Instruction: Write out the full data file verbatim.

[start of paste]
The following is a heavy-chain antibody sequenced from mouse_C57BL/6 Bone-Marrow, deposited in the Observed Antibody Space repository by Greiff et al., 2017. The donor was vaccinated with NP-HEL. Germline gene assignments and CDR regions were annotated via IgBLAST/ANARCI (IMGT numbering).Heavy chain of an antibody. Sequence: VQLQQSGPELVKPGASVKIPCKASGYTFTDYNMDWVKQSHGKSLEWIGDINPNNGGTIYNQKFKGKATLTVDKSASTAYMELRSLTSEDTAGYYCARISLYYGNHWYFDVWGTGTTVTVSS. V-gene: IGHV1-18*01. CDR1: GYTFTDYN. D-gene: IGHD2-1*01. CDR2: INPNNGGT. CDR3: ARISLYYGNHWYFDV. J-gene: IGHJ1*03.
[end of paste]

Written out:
The following is a heavy-chain antibody sequenced from mouse_C57BL/6 Bone-Marrow, deposited in the Observed Antibody Space repository by Greiff et al., 2017. The donor was vaccinated with NP-HEL. Germline gene assignments and CDR regions were annotated via IgBLAST/ANARCI (IMGT numbering).Heavy chain of an antibody. Sequence: VQLQQSGPELVKPGASVKIPCKASGYTFTDYNMDWVKQSHGKSLEWIGDINPNNGGTIYNQKFKGKATLTVDKSASTAYMELRSLTSEDTAGYYCARISLYYGNHWYFDVWGTGTTVTVSS. V-gene: IGHV1-18*01. CDR1: GYTFTDYN. D-gene: IGHD2-1*01. CDR2: INPNNGGT. CDR3: ARISLYYGNHWYFDV. J-gene: IGHJ1*03.